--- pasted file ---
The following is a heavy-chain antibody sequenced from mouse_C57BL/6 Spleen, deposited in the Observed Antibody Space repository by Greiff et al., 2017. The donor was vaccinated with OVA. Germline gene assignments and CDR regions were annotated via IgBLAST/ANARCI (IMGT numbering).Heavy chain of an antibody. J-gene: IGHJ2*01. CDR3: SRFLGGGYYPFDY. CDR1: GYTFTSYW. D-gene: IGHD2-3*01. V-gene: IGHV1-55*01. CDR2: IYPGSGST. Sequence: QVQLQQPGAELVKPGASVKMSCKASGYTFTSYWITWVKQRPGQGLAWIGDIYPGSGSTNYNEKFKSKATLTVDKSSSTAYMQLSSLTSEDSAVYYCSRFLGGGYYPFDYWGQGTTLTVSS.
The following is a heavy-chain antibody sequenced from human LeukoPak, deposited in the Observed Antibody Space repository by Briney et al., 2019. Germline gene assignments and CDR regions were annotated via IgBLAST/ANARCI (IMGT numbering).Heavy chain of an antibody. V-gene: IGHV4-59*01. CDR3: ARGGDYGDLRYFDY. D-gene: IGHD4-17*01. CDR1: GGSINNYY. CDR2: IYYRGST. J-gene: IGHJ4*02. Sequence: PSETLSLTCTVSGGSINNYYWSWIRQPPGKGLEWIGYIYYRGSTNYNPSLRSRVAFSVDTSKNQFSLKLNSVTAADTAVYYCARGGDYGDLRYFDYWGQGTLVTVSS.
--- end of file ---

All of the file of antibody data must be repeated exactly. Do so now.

The following is a heavy-chain antibody sequenced from mouse_C57BL/6 Spleen, deposited in the Observed Antibody Space repository by Greiff et al., 2017. The donor was vaccinated with OVA. Germline gene assignments and CDR regions were annotated via IgBLAST/ANARCI (IMGT numbering).Heavy chain of an antibody. J-gene: IGHJ2*01. CDR3: SRFLGGGYYPFDY. CDR1: GYTFTSYW. D-gene: IGHD2-3*01. V-gene: IGHV1-55*01. CDR2: IYPGSGST. Sequence: QVQLQQPGAELVKPGASVKMSCKASGYTFTSYWITWVKQRPGQGLAWIGDIYPGSGSTNYNEKFKSKATLTVDKSSSTAYMQLSSLTSEDSAVYYCSRFLGGGYYPFDYWGQGTTLTVSS.
The following is a heavy-chain antibody sequenced from human LeukoPak, deposited in the Observed Antibody Space repository by Briney et al., 2019. Germline gene assignments and CDR regions were annotated via IgBLAST/ANARCI (IMGT numbering).Heavy chain of an antibody. V-gene: IGHV4-59*01. CDR3: ARGGDYGDLRYFDY. D-gene: IGHD4-17*01. CDR1: GGSINNYY. CDR2: IYYRGST. J-gene: IGHJ4*02. Sequence: PSETLSLTCTVSGGSINNYYWSWIRQPPGKGLEWIGYIYYRGSTNYNPSLRSRVAFSVDTSKNQFSLKLNSVTAADTAVYYCARGGDYGDLRYFDYWGQGTLVTVSS.